Systematic review regarding metabolic profiling for improved pathophysiological understanding of disease and outcome prediction in respiratory infections.Respir Res 2015; 16:125RR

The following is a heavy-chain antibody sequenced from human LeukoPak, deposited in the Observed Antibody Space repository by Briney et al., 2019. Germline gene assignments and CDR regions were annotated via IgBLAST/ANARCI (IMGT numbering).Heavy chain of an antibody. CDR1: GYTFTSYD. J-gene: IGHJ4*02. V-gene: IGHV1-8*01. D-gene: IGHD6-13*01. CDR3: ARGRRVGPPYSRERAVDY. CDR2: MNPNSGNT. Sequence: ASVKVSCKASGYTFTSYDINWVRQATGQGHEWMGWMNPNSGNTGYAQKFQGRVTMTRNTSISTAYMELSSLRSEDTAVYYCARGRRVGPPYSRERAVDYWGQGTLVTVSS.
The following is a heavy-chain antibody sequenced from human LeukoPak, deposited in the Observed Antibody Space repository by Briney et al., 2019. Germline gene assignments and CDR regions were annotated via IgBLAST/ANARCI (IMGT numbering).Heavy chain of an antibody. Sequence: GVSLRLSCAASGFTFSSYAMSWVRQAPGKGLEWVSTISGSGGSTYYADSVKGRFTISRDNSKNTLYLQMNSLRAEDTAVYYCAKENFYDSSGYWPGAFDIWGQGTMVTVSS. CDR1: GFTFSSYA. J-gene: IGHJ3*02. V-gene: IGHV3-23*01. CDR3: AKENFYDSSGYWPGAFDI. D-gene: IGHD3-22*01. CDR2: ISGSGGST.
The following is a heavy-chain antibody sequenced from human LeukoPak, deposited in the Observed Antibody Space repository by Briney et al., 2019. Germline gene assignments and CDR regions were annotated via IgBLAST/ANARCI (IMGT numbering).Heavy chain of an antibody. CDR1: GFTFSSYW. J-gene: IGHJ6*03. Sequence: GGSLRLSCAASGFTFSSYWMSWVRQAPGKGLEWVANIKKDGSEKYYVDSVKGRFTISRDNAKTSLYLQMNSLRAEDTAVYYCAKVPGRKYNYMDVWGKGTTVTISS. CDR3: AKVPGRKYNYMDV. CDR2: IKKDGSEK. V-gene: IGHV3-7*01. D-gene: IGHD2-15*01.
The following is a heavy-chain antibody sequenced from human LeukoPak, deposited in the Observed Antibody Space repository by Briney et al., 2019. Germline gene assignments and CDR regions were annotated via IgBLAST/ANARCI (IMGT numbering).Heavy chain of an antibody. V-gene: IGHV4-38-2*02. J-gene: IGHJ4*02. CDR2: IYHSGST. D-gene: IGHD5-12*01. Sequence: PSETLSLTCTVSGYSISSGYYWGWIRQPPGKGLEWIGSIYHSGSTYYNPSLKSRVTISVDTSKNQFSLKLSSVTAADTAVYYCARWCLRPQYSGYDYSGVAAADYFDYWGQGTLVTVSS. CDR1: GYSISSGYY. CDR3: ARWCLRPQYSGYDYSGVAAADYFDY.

Metabolic profiling through targeted quantification of a predefined subset of metabolites, performed by mass spectrometric analytical techniques, allows detailed investigation of biological pathways and thus may provide information about the interaction of different organic systems, ultimately improving understanding of disease risk and prognosis in a variety of diseases. Early risk assessment, in turn, may improve patient management in regard to cite-of-care decisions and treatment modalities. Within this review, we focus on the potential of metabolic profiling to improve our pathophysiological understanding of disease and management of patients. We focus thereby on lower respiratory tract infections (LRTI) including community-acquired pneumonia (CAP) and chronic obstructive pulmonary disease (COPD), an important disease responsible for high mortality, morbidity and costs worldwide. Observational data from numerous clinical and experimental studies have provided convincing data linking metabolic blood biomarkers such as lactate, glucose or cortisol to patient outcomes. Also, identified through metabolomic studies, novel innovative metabolic markers such as steroid hormones, biogenic amines, members of the oxidative status, sphingo- and glycerophospholipids, and trimethylamine-N-oxide (TMAO) have shown promising results. Since many uncertainties remain in predicting mortality in these patients, further prospective and retrospective observational studies are needed to uncover metabolic pathways responsible for mortality associated with LRTI. Improved understanding of outcome-specific metabolite signatures in LRTIs may optimize patient management strategies, provide potential new targets for future individual therapy, and thereby improve patients' chances for survival.